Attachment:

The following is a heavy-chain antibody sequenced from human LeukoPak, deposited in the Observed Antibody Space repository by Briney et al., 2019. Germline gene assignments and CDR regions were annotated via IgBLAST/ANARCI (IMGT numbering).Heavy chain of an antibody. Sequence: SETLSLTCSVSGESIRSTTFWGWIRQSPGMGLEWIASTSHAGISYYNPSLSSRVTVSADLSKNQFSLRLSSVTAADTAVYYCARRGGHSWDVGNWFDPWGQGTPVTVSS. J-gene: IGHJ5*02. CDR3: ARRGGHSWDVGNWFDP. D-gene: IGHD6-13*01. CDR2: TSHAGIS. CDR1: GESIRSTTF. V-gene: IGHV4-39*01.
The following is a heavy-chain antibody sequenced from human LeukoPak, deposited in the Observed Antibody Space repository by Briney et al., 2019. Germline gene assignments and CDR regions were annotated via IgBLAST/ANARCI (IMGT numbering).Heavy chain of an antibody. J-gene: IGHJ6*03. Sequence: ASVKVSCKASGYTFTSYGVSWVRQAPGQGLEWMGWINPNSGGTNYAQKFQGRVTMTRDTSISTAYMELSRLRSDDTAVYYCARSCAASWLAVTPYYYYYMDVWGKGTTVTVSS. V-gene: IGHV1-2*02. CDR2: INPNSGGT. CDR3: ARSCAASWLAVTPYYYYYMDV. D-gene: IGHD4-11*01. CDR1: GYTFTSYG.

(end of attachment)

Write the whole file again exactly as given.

The following is a heavy-chain antibody sequenced from human LeukoPak, deposited in the Observed Antibody Space repository by Briney et al., 2019. Germline gene assignments and CDR regions were annotated via IgBLAST/ANARCI (IMGT numbering).Heavy chain of an antibody. Sequence: SETLSLTCSVSGESIRSTTFWGWIRQSPGMGLEWIASTSHAGISYYNPSLSSRVTVSADLSKNQFSLRLSSVTAADTAVYYCARRGGHSWDVGNWFDPWGQGTPVTVSS. J-gene: IGHJ5*02. CDR3: ARRGGHSWDVGNWFDP. D-gene: IGHD6-13*01. CDR2: TSHAGIS. CDR1: GESIRSTTF. V-gene: IGHV4-39*01.
The following is a heavy-chain antibody sequenced from human LeukoPak, deposited in the Observed Antibody Space repository by Briney et al., 2019. Germline gene assignments and CDR regions were annotated via IgBLAST/ANARCI (IMGT numbering).Heavy chain of an antibody. J-gene: IGHJ6*03. Sequence: ASVKVSCKASGYTFTSYGVSWVRQAPGQGLEWMGWINPNSGGTNYAQKFQGRVTMTRDTSISTAYMELSRLRSDDTAVYYCARSCAASWLAVTPYYYYYMDVWGKGTTVTVSS. V-gene: IGHV1-2*02. CDR2: INPNSGGT. CDR3: ARSCAASWLAVTPYYYYYMDV. D-gene: IGHD4-11*01. CDR1: GYTFTSYG.